Beliefnet
J Walking

Some people are pretty ticked that there is less “Christmas” in Christmas – at least publicly.

It used to be that retailers would call the famous holiday plant for what it was – a “Christmas tree.”
But current trends in Christmas advertising reveal that many stores are replacing references to “Christmas” with what they feel is a less offensive description of their products.
K-Mart, owned by Sears Holding Corporation, is the target of an e-mail alert issued by one Christian legal group for its renaming of “Christmas trees” to “holiday trees” or simply “trees” in its advertising.
According to the Fla.-based Liberty Counsel, when one of its supporters asked K-Mart for an explanation of the company’s disregard for Christmas, a Sears Holding Corporation representative said the company replaced the phrase in order not to draw complaints from non-Christians.
“The reason for our use of holiday tree is due to the [sic] Sears Holding is a very diverse company, we do not want to offend any of our associates, but also our valued customers,” responded Vincent V. of Sears. “We decided to call them holiday trees because even if Christians are the only religion that uses a Christmas tree, we still do not want complaints from other customers of different religions complaining about our use of Christmas.”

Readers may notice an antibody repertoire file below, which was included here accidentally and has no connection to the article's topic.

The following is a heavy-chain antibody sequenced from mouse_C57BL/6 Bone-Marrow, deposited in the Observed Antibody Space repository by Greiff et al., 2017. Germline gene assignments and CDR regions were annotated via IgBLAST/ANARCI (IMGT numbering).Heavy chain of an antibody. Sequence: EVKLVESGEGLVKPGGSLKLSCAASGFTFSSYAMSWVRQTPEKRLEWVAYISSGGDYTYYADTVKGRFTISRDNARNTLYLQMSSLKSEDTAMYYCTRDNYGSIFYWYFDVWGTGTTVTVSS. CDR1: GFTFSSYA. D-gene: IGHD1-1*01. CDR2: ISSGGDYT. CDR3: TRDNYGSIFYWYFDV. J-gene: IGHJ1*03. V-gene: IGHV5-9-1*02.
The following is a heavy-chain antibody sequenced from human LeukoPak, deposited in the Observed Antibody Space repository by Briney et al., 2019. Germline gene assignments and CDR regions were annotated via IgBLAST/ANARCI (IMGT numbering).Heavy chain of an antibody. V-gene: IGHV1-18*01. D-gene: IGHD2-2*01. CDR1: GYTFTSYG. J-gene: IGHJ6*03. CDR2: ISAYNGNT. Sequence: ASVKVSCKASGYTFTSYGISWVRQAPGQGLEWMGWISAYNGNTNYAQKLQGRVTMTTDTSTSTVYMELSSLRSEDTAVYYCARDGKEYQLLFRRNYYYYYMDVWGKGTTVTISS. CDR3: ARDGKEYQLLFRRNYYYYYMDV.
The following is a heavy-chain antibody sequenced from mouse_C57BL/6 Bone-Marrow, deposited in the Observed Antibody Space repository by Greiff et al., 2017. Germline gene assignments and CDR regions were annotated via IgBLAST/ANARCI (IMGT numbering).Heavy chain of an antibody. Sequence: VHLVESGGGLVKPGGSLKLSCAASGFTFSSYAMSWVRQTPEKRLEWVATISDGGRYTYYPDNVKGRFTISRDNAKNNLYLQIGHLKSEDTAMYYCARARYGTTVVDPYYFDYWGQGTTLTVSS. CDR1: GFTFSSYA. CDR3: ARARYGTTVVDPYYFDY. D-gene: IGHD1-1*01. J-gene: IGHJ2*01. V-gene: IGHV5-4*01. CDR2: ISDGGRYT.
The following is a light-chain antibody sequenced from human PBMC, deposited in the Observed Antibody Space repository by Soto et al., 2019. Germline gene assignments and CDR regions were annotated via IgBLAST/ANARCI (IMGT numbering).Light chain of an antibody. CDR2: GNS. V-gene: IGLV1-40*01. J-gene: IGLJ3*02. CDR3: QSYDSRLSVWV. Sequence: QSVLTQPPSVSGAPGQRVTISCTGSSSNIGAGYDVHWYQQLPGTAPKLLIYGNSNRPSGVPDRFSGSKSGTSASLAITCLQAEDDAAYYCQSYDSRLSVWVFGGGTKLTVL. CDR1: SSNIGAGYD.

Liberty Counsel urged its supporters last week to contact the president and CEO of Sears to protest the use of “holiday trees” as offensive to shoppers who celebrate Christmas. The group has released names of retailers who censor Christmas in its annual “Naughty or Nice” list, which advises Christians where to shop for Christmas.

I used to be in the ticked off camp. Christmas is, after all, the big deal of the holiday season. More people – by far – celebrate it than celebrate any of the other holidays. It isn’t even close.
But I don’t think that anymore. It really doesn’t matter what retailers do. It really doesn’t matter what governments do. At Christmas it matters what churches do. At Christmas it matters what families do.
We waste too much time and too much energy focusing on things that aren’t important to faith.
What does it matter if stores and governments acknowledge Christmas as the celebration of Christ’s birth? It simply doesn’t. These issues are a grand distraction to our faith. They are things that can make Christians feel good about their faith without requiring anything of them.
That is the opposite of the faith that Jesus instructed his followers to live. Jesus said his followers should expect hardship and trials and oppression. He didn’t tell them to expect Sears to have a Christmas tree. He told them to sacrifice and serve and give and love. He didn’t tell them to expect governments to celebrate is birth.
Perhaps de-Christianizing Christmas is the best thing for the Christian faith IF it forces Christians to focus more on their own spirituality and less on the nation’s spirituality.

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